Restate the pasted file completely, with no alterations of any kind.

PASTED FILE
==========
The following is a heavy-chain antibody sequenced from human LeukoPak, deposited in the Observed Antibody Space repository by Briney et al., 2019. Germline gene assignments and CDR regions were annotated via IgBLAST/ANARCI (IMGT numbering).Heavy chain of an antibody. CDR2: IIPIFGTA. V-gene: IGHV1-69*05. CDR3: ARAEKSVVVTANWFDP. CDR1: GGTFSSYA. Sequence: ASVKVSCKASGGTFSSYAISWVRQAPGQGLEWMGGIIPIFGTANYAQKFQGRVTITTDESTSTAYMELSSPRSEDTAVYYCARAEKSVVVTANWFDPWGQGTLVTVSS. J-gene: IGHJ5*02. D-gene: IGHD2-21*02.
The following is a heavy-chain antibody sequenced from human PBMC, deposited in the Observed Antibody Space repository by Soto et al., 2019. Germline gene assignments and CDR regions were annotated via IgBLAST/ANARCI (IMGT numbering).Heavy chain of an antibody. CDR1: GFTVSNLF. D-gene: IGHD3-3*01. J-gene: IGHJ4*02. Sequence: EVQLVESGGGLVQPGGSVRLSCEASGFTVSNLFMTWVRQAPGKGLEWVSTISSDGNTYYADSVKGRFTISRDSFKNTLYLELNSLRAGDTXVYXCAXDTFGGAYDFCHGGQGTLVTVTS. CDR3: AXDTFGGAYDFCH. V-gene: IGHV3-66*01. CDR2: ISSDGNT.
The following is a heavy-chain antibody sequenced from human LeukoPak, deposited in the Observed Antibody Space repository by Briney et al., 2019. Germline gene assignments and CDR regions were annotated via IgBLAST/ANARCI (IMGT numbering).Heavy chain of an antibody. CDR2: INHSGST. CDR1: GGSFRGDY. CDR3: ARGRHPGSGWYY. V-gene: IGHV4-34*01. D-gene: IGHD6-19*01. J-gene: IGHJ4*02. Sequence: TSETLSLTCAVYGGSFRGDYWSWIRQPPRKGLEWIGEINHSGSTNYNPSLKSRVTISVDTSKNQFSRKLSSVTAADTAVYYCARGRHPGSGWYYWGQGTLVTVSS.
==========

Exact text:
The following is a heavy-chain antibody sequenced from human LeukoPak, deposited in the Observed Antibody Space repository by Briney et al., 2019. Germline gene assignments and CDR regions were annotated via IgBLAST/ANARCI (IMGT numbering).Heavy chain of an antibody. CDR2: IIPIFGTA. V-gene: IGHV1-69*05. CDR3: ARAEKSVVVTANWFDP. CDR1: GGTFSSYA. Sequence: ASVKVSCKASGGTFSSYAISWVRQAPGQGLEWMGGIIPIFGTANYAQKFQGRVTITTDESTSTAYMELSSPRSEDTAVYYCARAEKSVVVTANWFDPWGQGTLVTVSS. J-gene: IGHJ5*02. D-gene: IGHD2-21*02.
The following is a heavy-chain antibody sequenced from human PBMC, deposited in the Observed Antibody Space repository by Soto et al., 2019. Germline gene assignments and CDR regions were annotated via IgBLAST/ANARCI (IMGT numbering).Heavy chain of an antibody. CDR1: GFTVSNLF. D-gene: IGHD3-3*01. J-gene: IGHJ4*02. Sequence: EVQLVESGGGLVQPGGSVRLSCEASGFTVSNLFMTWVRQAPGKGLEWVSTISSDGNTYYADSVKGRFTISRDSFKNTLYLELNSLRAGDTXVYXCAXDTFGGAYDFCHGGQGTLVTVTS. CDR3: AXDTFGGAYDFCH. V-gene: IGHV3-66*01. CDR2: ISSDGNT.
The following is a heavy-chain antibody sequenced from human LeukoPak, deposited in the Observed Antibody Space repository by Briney et al., 2019. Germline gene assignments and CDR regions were annotated via IgBLAST/ANARCI (IMGT numbering).Heavy chain of an antibody. CDR2: INHSGST. CDR1: GGSFRGDY. CDR3: ARGRHPGSGWYY. V-gene: IGHV4-34*01. D-gene: IGHD6-19*01. J-gene: IGHJ4*02. Sequence: TSETLSLTCAVYGGSFRGDYWSWIRQPPRKGLEWIGEINHSGSTNYNPSLKSRVTISVDTSKNQFSRKLSSVTAADTAVYYCARGRHPGSGWYYWGQGTLVTVSS.